What China does when it disagrees with you
It is hardly a secret that China has tried to intervene in local politics and shape elections in other countries
Three recent developments have highlighted China’s growing influence over foreign governments and civil society. In the past, China has admonished other countries to move beyond a “Cold War mentality”—presumably meaning engaging in relentless global competition using all means available. Yet these developments suggest that China itself may have learnt a lesson or two from it. The much touted Chinese principle of “non-interference” in the workings of other powers is past its sell-by date in Xi Jinping’s China.
First, over the summer, Australians found themselves debating growing and pernicious Chinese influence in their society and politics. This has included the use of Chinese citizens as well as Australian nationals of Chinese origin as de-facto agents of China’s spy services. A five-month long investigation by a team of Australian journalists found that China is actively seeking to shape opinion in Australian universities, monitor and coerce Chinese dissidents, as well as funnel money to local politicians. The Australian intelligence services have expressed alarm at the “unprecedented scale” of Chinese penetration of their society.
Australia has long tried to manage the dissonance between its deep economic ties with China on one hand, and its reliance on US-led security arrangements in the region on the other. This has included pulling out of the quadrilateral initiative in 2007 in order not to offend Beijing. However, observers of the region sense that Chinese meddling in its domestic politics may force Australia to adopt a more assertive stance. Allegations of a Chinese hand in Australian society could have indeed contributed to its acquiescence to a “Quad 2.0”.
Second, the 11 November meeting of Xi and South Korean president Moon Jae-in all but ended the possibility of further American missile defence systems in the Republic of Korea in the immediate future. These systems were to be deployed as a response to North Korea’s nuclear and missile tests over the summer. The summit capped strenuous efforts by China to coerce Seoul into submission, including through ersatz sanctions, portending ill for the South Korean economy.
What was interesting was how China went about doing so: While Beijing did not officially sanction South Korea, it cleverly marshalled the Chinese public behind its economic offensive against that country. As a reaction to Seoul’s decision to allow the American THAAD (Terminal High Altitude Area Defence) system in South Korea, stores belonging to the South Korean supermarket chain Lotte in China were attacked with tacit support of the state apparatus. By boycotting Hyundai cars as well as vacations in South Korea, China managed to inflict considerable pain on Seoul. As a Hong Kong-based newspaper triumphantly titled a story on this sordid saga, “China Wins Its War Against South Korea’s US THAAD Missile Shield—Without Firing A Shot.”
Third, some reports suggest Beijing may have green-lighted the 14 November coup in Zimbabwe that aimed at deposing the nonagenarian dictator Robert Mugabe. Ties between the two countries have been deep and long-standing, with Mugabe widely seen as China-friendly. However, an informed conjecture posits it might have been protection of Chinese economic interests that pushed Beijing to tip the scale away from Mugabe. The suspicion stems principally from the fact that the chief of Zimbabwe’s military, Constantino Chiwenga, met with the Chinese defence minister only four days before the coup.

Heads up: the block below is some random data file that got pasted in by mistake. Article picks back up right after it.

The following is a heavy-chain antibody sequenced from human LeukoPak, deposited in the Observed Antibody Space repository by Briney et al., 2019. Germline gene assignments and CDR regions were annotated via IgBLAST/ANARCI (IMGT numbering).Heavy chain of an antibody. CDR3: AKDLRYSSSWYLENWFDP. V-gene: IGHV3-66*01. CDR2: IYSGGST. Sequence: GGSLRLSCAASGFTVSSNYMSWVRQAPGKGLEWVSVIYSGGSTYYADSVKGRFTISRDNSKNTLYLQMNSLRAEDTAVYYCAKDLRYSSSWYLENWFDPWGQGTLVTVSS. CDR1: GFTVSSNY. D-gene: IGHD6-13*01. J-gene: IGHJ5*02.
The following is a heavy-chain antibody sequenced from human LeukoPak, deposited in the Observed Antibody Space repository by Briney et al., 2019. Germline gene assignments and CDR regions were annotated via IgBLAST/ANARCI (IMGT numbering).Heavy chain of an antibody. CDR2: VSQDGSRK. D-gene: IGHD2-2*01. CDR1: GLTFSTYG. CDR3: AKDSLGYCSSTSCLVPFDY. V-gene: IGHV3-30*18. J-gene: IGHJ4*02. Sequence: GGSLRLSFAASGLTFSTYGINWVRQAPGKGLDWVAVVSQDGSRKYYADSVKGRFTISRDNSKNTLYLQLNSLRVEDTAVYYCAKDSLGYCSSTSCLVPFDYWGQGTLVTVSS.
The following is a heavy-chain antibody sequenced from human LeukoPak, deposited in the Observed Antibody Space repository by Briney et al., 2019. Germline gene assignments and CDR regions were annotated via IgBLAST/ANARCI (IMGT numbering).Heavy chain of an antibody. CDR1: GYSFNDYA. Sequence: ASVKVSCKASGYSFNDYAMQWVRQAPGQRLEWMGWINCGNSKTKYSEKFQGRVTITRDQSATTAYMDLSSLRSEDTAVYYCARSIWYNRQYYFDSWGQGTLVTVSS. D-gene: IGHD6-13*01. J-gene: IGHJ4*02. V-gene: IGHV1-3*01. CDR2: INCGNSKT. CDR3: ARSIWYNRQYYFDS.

Wang Hongyi, a scholar from China’s premier think-tank confidently declared: “After the military operation (referring to the coup), Zimbabwe will be more open.” Laying the blame for Zimbabwe’s faltering economy at Mugabe’s door, Wang also noted that “Chinese investment in Zimbabwe has also fallen victim to Mugabe’s policy and some projects were forced to close down or move to other countries in recent years, bringing huge losses.” “Mugabe’s policy” presumably refers to the recent push to enforce indigenization laws that require a majority control of companies by Zimbabwean citizens.
It is hardly a secret that China has tried to intervene in local politics and shape elections in other countries in the past. Nepal is a case in point. However, Chinese influence is hardly limited to impoverished countries in dire need of capital. European politicians off-the-record note how China has started to influence local stakeholders—often at a very micro level—to promote its business interests. However, should the suspicion of a Chinese role in the Zimbabwe coup turn out to be accurate, it would imply that, going forward, China would not be averse to changing regimes abroad directly.
The Australian and South Korean episodes also suggest that China sees very little difference in deploying state agents and non-affiliated citizens to meet foreign-policy ends. A worrying corollary to this is the possibility of “ordinary” Chinese nationals abroad having covert roles. A recent report of an American government body suggests that this may already be the case. The US-China Economic And Security Review Commission noted in its latest report to the US Congress that Xinhua, the official Chinese news agency, often functions as an intelligence agency and actively engages in influence operations.
While Beijing puts its mouth to the cause of a post-Cold War “mentality”, its money is increasingly on more muscular influence around the world. How the world, in turn, responds, remains to be seen.
Abhijnan Rej is a fellow at the Observer Research Foundation, New Delhi.
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